Online banking, email and credit cards can be confusing, and financial scammers know this. But a few simple precautions can help keep the money of our elderly friends or relatives safe.
1. Unsolicited email
Older people are at risk of falling for ‘phishing’ emails, in which false identities are used to seek bank account details and other information. In one example, a fraudster offers to ‘pay handsomely’ to transfer a large sum (for ‘tax reasons’) via the victim’s account. Older, less experienced internet users are less likely to recognise such fraudulent emails and are well-advised not to reply to or open any unsolicited emails at all.
2. PIN and cards
Never give your card or PIN details to anyone, no matter who they claim to be. In a typical scam, a fraudster posing as a police or bank official phones an elderly person to say their card has been used fraudulently, then asks for PIN/bank details, thus gaining access to the funds. Remind elderly relatives that the police or their bank never want their card or PIN details.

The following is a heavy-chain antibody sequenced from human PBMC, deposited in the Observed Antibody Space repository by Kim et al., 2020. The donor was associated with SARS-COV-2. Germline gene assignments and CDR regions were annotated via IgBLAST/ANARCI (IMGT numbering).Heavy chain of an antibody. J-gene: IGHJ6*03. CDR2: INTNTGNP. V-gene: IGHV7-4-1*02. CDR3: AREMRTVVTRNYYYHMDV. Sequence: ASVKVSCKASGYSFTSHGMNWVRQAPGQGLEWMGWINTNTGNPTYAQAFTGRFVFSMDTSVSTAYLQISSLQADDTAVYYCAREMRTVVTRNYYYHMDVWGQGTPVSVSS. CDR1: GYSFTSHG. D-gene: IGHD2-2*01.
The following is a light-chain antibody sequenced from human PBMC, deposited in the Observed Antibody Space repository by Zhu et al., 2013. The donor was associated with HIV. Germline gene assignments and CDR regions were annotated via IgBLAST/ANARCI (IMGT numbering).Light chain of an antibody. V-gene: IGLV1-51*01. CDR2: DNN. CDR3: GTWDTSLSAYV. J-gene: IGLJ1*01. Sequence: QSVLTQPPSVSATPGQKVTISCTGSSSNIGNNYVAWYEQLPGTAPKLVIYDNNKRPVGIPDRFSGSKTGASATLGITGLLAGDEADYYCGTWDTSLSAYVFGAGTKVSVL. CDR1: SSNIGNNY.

3. Unlicensed financial advisors
Regulations regarding commission from sales have stopped many financial advisors scamming money from the elderly, but there are still rogues out there. Whether it’s a saving, investment, or tax-efficient savings advice, always be wary of unsolicited financial advisors. Contact a consumer watch organisation or check with the government body regulating financial institutions and advisors.
4. Signs an elderly relative is being scammed
These include: changed spending habits; they’re withdrawn when discussing money; start receiving extra junk mail after being added to a ‘sucker list’ by fraudsters; their behaviour around money shifts.